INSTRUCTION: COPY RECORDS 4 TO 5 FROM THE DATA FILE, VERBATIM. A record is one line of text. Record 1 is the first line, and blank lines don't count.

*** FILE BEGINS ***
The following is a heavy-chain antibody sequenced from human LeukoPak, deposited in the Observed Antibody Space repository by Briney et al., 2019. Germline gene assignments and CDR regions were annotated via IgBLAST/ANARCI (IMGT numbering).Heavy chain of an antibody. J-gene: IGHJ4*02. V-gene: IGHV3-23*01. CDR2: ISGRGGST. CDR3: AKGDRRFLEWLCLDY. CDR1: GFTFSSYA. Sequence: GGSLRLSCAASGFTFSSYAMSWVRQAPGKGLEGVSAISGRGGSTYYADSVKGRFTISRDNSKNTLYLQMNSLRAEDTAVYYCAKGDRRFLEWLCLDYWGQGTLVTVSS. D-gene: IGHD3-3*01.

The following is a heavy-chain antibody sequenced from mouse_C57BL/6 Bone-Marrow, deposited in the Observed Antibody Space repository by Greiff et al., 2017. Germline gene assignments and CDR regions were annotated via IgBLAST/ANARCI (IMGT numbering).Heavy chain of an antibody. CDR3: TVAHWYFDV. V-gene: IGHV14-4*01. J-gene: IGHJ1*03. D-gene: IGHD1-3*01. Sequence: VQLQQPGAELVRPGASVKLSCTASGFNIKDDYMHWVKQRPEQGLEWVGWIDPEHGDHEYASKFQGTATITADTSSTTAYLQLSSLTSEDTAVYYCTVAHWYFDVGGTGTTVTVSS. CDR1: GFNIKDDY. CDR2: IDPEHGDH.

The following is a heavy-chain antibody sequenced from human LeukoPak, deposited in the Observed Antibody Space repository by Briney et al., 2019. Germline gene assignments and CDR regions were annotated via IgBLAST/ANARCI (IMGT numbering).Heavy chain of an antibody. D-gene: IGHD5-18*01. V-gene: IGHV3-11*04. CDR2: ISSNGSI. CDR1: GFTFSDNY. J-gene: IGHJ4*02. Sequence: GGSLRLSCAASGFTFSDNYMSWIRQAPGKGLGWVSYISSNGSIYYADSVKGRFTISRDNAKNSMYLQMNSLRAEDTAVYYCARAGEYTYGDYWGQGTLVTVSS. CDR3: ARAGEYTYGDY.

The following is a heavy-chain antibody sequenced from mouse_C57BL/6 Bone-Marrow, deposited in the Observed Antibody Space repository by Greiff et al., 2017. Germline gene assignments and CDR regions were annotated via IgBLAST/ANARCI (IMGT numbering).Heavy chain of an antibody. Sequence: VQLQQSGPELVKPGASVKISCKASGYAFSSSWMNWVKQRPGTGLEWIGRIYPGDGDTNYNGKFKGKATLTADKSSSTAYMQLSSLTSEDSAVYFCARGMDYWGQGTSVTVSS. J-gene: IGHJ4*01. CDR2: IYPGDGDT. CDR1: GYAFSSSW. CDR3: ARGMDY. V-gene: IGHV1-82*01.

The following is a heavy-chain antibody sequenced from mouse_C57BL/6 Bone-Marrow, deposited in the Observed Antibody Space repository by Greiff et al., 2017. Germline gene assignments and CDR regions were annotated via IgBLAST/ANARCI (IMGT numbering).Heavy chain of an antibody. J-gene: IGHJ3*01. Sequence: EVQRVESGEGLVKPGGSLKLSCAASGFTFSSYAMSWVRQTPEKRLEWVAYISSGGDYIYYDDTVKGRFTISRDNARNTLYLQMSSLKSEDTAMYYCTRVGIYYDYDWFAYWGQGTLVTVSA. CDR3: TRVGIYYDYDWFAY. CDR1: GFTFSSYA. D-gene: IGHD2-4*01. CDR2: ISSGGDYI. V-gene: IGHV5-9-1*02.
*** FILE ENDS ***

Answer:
The following is a heavy-chain antibody sequenced from mouse_C57BL/6 Bone-Marrow, deposited in the Observed Antibody Space repository by Greiff et al., 2017. Germline gene assignments and CDR regions were annotated via IgBLAST/ANARCI (IMGT numbering).Heavy chain of an antibody. Sequence: VQLQQSGPELVKPGASVKISCKASGYAFSSSWMNWVKQRPGTGLEWIGRIYPGDGDTNYNGKFKGKATLTADKSSSTAYMQLSSLTSEDSAVYFCARGMDYWGQGTSVTVSS. J-gene: IGHJ4*01. CDR2: IYPGDGDT. CDR1: GYAFSSSW. CDR3: ARGMDY. V-gene: IGHV1-82*01.

The following is a heavy-chain antibody sequenced from mouse_C57BL/6 Bone-Marrow, deposited in the Observed Antibody Space repository by Greiff et al., 2017. Germline gene assignments and CDR regions were annotated via IgBLAST/ANARCI (IMGT numbering).Heavy chain of an antibody. J-gene: IGHJ3*01. Sequence: EVQRVESGEGLVKPGGSLKLSCAASGFTFSSYAMSWVRQTPEKRLEWVAYISSGGDYIYYDDTVKGRFTISRDNARNTLYLQMSSLKSEDTAMYYCTRVGIYYDYDWFAYWGQGTLVTVSA. CDR3: TRVGIYYDYDWFAY. CDR1: GFTFSSYA. D-gene: IGHD2-4*01. CDR2: ISSGGDYI. V-gene: IGHV5-9-1*02.